Analyzing humor is like dissecting a frog. Few people are interested and the frog dies.
– E B White.
What makes something funny? It turns out that there are many different Humor Theories and none of them are funny. That may seem like a problem right there, but the irony that you expect it to be funny and it isn’t could be funny if you … Hey! Wait!
OK, so this duck walks into a bar and asks the bartender, “Why is it so often a duck?” and the bartender says, “Look, if you want to analyze stereotypes you could ask why it’s always a bar.” The duck shrugs his wings, sits down, and gets so hammered he doesn’t even remember pecking to death the priest, the rabbi, and the lawyer.
Is it just me, or are there a lot of protest rallies these days? Certainly the South has lit up with marches and displays of the Rebel Flag now that the Palmetto State has taken it down from the Statehouse. There seems to always be something going on somewhere and some of them are from groups or people pushing something that others may find offensive.
What to do about it? The one thing you can’t do is let ‘em get to you – the moment you are offended and act out in a way you might not otherwise is the moment they gain power over you. The key is to laugh, to deflate the moment and dissolve the tension in a roaring guffaw.
How will America ever get over the racial divide? It’s going to take honesty, bravery, and humor – with an emphasis on the “get over” part more than the “racial” part. It’s going to take a venue where the bizzy blur of daily events has some space where people can breathe, think, listen, and then react – and feel comfortable enough to laugh about it.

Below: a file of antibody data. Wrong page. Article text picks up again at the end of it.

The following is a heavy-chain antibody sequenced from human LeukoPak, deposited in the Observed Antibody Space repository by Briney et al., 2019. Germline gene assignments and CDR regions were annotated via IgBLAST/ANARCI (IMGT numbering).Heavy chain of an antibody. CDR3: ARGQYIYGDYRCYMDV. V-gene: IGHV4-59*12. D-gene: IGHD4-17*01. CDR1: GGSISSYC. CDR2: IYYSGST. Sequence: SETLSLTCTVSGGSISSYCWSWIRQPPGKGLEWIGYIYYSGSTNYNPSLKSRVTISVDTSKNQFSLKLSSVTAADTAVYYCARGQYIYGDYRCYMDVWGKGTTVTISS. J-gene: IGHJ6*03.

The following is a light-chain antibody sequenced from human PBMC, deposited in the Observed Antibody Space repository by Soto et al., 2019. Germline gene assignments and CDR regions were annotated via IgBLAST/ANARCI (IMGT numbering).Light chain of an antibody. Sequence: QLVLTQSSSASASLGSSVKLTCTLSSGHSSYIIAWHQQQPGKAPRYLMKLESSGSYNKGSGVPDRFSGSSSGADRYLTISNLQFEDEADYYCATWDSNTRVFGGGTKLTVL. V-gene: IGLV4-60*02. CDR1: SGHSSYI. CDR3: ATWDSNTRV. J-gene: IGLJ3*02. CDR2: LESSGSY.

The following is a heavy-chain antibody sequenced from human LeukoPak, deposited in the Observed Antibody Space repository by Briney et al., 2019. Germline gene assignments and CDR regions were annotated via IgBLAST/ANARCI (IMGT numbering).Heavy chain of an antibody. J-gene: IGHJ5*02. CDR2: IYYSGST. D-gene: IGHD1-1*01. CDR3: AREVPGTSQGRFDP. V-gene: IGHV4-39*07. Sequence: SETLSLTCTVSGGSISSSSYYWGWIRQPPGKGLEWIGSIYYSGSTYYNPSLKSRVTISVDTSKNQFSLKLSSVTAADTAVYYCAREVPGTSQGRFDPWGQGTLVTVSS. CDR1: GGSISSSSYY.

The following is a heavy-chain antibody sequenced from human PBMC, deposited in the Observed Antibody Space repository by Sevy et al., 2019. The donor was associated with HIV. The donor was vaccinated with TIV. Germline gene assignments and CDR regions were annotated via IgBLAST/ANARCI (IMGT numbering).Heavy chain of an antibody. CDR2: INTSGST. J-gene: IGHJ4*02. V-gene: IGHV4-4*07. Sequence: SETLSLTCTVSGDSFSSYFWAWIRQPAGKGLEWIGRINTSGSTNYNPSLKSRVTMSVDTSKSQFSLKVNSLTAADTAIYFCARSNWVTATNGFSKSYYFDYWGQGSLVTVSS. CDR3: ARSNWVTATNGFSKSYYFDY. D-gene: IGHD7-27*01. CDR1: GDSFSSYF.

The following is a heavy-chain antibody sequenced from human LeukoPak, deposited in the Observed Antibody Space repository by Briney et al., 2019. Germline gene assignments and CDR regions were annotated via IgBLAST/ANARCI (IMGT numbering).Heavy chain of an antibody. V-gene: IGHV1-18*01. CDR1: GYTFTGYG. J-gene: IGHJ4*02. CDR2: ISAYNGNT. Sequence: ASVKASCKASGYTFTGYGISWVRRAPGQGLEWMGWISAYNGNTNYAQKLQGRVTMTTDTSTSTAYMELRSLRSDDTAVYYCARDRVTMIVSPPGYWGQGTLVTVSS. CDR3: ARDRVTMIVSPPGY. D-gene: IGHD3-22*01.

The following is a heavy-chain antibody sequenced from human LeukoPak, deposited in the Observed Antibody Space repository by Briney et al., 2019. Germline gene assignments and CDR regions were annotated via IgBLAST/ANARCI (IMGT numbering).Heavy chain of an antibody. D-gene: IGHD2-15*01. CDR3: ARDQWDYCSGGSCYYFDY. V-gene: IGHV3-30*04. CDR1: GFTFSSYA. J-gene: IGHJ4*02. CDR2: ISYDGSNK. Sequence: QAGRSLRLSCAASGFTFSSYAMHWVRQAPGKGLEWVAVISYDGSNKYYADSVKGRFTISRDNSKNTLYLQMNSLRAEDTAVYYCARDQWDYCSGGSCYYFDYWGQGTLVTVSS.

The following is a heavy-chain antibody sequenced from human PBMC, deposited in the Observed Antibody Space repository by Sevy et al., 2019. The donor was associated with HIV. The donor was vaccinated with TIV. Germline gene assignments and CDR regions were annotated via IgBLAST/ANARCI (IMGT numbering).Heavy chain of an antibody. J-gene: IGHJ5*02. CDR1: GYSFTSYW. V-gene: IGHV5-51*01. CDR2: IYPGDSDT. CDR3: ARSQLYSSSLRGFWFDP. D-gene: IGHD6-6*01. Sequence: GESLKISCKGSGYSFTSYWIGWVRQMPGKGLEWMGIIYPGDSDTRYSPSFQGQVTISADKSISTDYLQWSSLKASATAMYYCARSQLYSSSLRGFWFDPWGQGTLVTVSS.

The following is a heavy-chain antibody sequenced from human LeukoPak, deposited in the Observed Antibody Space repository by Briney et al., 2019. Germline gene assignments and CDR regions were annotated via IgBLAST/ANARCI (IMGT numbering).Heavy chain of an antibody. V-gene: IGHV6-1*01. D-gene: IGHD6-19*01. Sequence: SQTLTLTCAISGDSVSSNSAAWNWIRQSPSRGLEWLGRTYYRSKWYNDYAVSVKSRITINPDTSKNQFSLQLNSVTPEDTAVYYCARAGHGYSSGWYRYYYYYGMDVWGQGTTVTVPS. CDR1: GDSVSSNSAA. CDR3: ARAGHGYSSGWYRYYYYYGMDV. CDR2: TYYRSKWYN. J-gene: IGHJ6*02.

Just when the limits of humor were tested with the Charlie Hebdo attack, which left us all to question not just what is right but what is funny, along came The Nightly Show with Larry Wilmore. It proves once again that Comedy Central isn’t really all that funny sometimes, which is the highest complement anyone can give it.
The Nightly Show is 100% Real, and sometimes it just hurts. We need that more than a laugh.
The Charlie Hebdo comics raise a lot of questions. Is it acceptable to deliberately offend people? Does free expression trump hurt feelings? Should there be an exemption for faith, a place where speech should be limited?
But there’s an even more immediate question: are the comics funny?
Not being French, I’ll never understand the French sense of humor. It tends to be deep, biting, satirical, and … well, not exactly laugh-out-loud. Good satire is often not really funny as much as painful, after all. Then again, bullets are even more painful.
Was that last comment satirical or just in bad taste?
Traditionally, actors with an established rep as serious performers can go into comedy, but not the other way ‘round. That’s been smashed lately by The Daily Show and Stephen Colbert, among many others who riff off of CNN and let the jokes write themselves. It’s revolutionary comedy, yet deeply indebted to the topical humor of Richard Pryor and George Carlin in the 70s.
What’s more important than how it will change comedy is how it might change how we talk about current events. One central element of comedy is timing, and a sense of timing is working its way into the patter of political talk. But how do you render that in writing?
That’s the secret. It’s what I work on all the time. Let me explain …